I have been intrigued by the number of articles in the past few days drawing on the Sutton Trust findings, saying that it is the state educational sector's fault for the low number of working class students at top universities, and that the universities have nothing to do with this. Of course, I recognise that teachers at less established state schools will be less keen to recommend Oxbridge to their students, but this is fundamentally linked to the universities aura and attitude, so to say they have nothing to do with the class inequalities is wholly inaccurate.
An example of this type of article is one I found in The Independent by Dominic Lawson. The fact is that those who go to state schools, especially schools that are less acclaimed, even if the students have the grades are less likely to want to go to universities such as Oxbridge because of the elite culture that surrounds it. In sociology it is something that is called 'field', which Pierre Bourdieu conceptualised. Your class position (those in state schools are more likely to be working class) predisposes you to whether or not you fit in a particular field, which is a social situation such as university. Thus, the working class students are less likely to fit into the Oxbridge fields, and therefore, this is something that the universities themselves have to address, instead of passing the buck onto the state sector with articles such as Lawson's want.
Whether or not a student fits into a university’s field, relates to two other important Bourdieu concepts, which are cultural capital (knowledge etc.) and habitus (walking/talking/standing etc). In totality, your class background influences these, and those from a middle class background are more likely to have a cultural capital and habitus that fits into the field of elite universities.
There are other important factors to consider too, which all relates to why it is not just the state sector's fault for not encouraging their students to go to high education elite universities. These factors include travelling, as it is a proven fact that the working classes are more likely to go to local universities because of cost etc.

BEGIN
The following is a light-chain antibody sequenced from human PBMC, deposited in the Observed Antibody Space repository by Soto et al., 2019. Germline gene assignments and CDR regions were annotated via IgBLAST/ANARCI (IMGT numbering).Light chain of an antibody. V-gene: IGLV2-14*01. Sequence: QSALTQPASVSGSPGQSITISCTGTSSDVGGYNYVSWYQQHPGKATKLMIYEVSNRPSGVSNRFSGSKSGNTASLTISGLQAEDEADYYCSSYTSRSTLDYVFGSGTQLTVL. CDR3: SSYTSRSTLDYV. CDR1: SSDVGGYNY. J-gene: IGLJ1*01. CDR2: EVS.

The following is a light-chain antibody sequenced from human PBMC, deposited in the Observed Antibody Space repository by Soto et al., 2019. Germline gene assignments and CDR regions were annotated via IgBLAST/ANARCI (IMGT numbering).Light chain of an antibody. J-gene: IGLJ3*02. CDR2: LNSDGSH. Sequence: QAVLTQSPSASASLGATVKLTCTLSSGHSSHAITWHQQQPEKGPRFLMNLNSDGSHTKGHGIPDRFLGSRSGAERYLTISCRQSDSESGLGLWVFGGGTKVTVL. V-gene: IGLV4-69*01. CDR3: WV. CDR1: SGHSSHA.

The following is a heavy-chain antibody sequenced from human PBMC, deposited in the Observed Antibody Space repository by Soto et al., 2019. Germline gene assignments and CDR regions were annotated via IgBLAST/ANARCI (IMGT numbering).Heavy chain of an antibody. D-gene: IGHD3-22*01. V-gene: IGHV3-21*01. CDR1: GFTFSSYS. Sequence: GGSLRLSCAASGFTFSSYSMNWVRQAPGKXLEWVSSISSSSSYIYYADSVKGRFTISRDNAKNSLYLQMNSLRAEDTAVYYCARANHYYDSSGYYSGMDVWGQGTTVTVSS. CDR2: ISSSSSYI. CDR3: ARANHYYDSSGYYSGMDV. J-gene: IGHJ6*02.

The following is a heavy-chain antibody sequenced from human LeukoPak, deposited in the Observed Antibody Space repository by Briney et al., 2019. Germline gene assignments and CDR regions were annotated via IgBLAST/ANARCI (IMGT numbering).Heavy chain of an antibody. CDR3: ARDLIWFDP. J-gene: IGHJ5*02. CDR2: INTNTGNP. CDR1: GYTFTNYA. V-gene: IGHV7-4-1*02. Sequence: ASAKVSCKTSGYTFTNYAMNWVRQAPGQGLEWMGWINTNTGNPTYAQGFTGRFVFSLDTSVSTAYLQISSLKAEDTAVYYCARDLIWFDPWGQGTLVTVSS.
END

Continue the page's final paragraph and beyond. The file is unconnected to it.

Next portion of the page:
There is also the issue of social capital, which is another of Bourdieu’s concepts. This refers to how middle class families are more likely to have useful resources and networks that can help them get into the top universities. Thus, for example, they are more likely to have friends who went to Oxbridge that they can capitalise on in order to get their children into the best 'field' (university - colleges in terms Oxbridge) for them. Working class students are less likely to have this help.
He denies the claim that the elite universities have taken "an ever-lower proportion of candidates from the bottom end of the social scale". However, even if his denial is true, which I would actually claim to be false, it has to be said that the raison d'etre, is to make the universities look good in a society that is becoming more focussed on equality (even if it is not delivering it) by the day.
Lawson believes that the fact the Sutton Trust showed that "13 most academically selective universities took 39 per cent of their intake from independent schools 10 years ago, but now that figure has dropped to 33 per cent" and that "their intake from what the Sutton Trust described as "lower social classes" increased from 13 per cent to 16 per cent over the same period" is a sign that social mobility is increasing in terms of education. However, I asked myself when reading these figures, is this supposed to be a big change? To me, the answer is no.
As stated above, he argues that it is the state sector's fault for the still low levels of working class students at university. However, whilst I agree that teachers etc. from the state sector are less likely to recommend university to their students, for the reasons given above (social capital, field etc), I do not agree with his reason for why this is the case. He claims:
...it's very clear that the real social antipathy is not that of Oxbridge colleges towards schoolchildren from the state sector, but that of many teachers in the state sector towards Oxford and Cambridge. Perhaps some of them had tried and failed to get in themselves, and their disappointment or chippiness over this leads them to discourage their own pupils from making a similar attempt. Or perhaps they are simply unambitious on their pupils' behalf; either way, it is patheticAs stated before, I feel that the teachers may not suggest Oxbridge because they know enough about the culture of the universities to know it would conflict with their students. Furthermore, he needs to recognise that the students themselves may look into Oxbridge and be put off for reasons stated above. The article is just another example of how the Right try and put down teachers because of their trade unionist links, to take attention away from the real social injustice within the system.
A similar article in the FT also claims that "the report’s findings undermine regular attacks on leading universities for not admitting enough students from state schools." I do not think it undermines attacks on universities, because it fails to take into account the actual culture of the attitude, and the ways in which class backgrounds can put off or encourage students to apply. It is so simplistic to boil it down to blaming the state sector. Instead, this seems another way to pass the buck and not get down to tackling the fundamental problems within the unequal education system.